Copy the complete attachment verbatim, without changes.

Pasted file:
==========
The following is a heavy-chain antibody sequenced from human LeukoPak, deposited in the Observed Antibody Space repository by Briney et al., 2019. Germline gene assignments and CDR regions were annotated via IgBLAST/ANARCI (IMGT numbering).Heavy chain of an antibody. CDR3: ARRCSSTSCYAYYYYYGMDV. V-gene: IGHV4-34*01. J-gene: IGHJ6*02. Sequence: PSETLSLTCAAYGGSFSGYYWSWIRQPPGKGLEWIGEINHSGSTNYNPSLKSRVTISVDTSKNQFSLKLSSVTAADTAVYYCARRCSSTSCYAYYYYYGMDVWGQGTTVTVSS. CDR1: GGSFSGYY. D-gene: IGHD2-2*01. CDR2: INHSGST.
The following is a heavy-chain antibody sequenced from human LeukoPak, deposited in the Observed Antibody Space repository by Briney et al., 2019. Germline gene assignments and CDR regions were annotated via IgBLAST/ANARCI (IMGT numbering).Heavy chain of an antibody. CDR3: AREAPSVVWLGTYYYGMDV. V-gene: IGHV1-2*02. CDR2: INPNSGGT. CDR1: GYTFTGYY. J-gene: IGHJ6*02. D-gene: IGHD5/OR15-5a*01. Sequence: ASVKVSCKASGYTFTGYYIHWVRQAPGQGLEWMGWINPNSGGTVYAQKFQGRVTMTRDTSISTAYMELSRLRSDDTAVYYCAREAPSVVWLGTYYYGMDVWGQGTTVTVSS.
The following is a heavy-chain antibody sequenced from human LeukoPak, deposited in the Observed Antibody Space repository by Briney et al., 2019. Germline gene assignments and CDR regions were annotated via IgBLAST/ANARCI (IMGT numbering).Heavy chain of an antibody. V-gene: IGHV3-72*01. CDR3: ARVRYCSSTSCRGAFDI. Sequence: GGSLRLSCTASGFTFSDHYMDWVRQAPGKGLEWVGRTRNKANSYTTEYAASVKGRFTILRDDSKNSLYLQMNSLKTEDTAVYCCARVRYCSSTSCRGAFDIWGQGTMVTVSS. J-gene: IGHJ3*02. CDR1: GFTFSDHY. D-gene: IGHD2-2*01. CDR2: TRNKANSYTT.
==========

The following is a heavy-chain antibody sequenced from human LeukoPak, deposited in the Observed Antibody Space repository by Briney et al., 2019. Germline gene assignments and CDR regions were annotated via IgBLAST/ANARCI (IMGT numbering).Heavy chain of an antibody. CDR3: ARRCSSTSCYAYYYYYGMDV. V-gene: IGHV4-34*01. J-gene: IGHJ6*02. Sequence: PSETLSLTCAAYGGSFSGYYWSWIRQPPGKGLEWIGEINHSGSTNYNPSLKSRVTISVDTSKNQFSLKLSSVTAADTAVYYCARRCSSTSCYAYYYYYGMDVWGQGTTVTVSS. CDR1: GGSFSGYY. D-gene: IGHD2-2*01. CDR2: INHSGST.
The following is a heavy-chain antibody sequenced from human LeukoPak, deposited in the Observed Antibody Space repository by Briney et al., 2019. Germline gene assignments and CDR regions were annotated via IgBLAST/ANARCI (IMGT numbering).Heavy chain of an antibody. CDR3: AREAPSVVWLGTYYYGMDV. V-gene: IGHV1-2*02. CDR2: INPNSGGT. CDR1: GYTFTGYY. J-gene: IGHJ6*02. D-gene: IGHD5/OR15-5a*01. Sequence: ASVKVSCKASGYTFTGYYIHWVRQAPGQGLEWMGWINPNSGGTVYAQKFQGRVTMTRDTSISTAYMELSRLRSDDTAVYYCAREAPSVVWLGTYYYGMDVWGQGTTVTVSS.
The following is a heavy-chain antibody sequenced from human LeukoPak, deposited in the Observed Antibody Space repository by Briney et al., 2019. Germline gene assignments and CDR regions were annotated via IgBLAST/ANARCI (IMGT numbering).Heavy chain of an antibody. V-gene: IGHV3-72*01. CDR3: ARVRYCSSTSCRGAFDI. Sequence: GGSLRLSCTASGFTFSDHYMDWVRQAPGKGLEWVGRTRNKANSYTTEYAASVKGRFTILRDDSKNSLYLQMNSLKTEDTAVYCCARVRYCSSTSCRGAFDIWGQGTMVTVSS. J-gene: IGHJ3*02. CDR1: GFTFSDHY. D-gene: IGHD2-2*01. CDR2: TRNKANSYTT.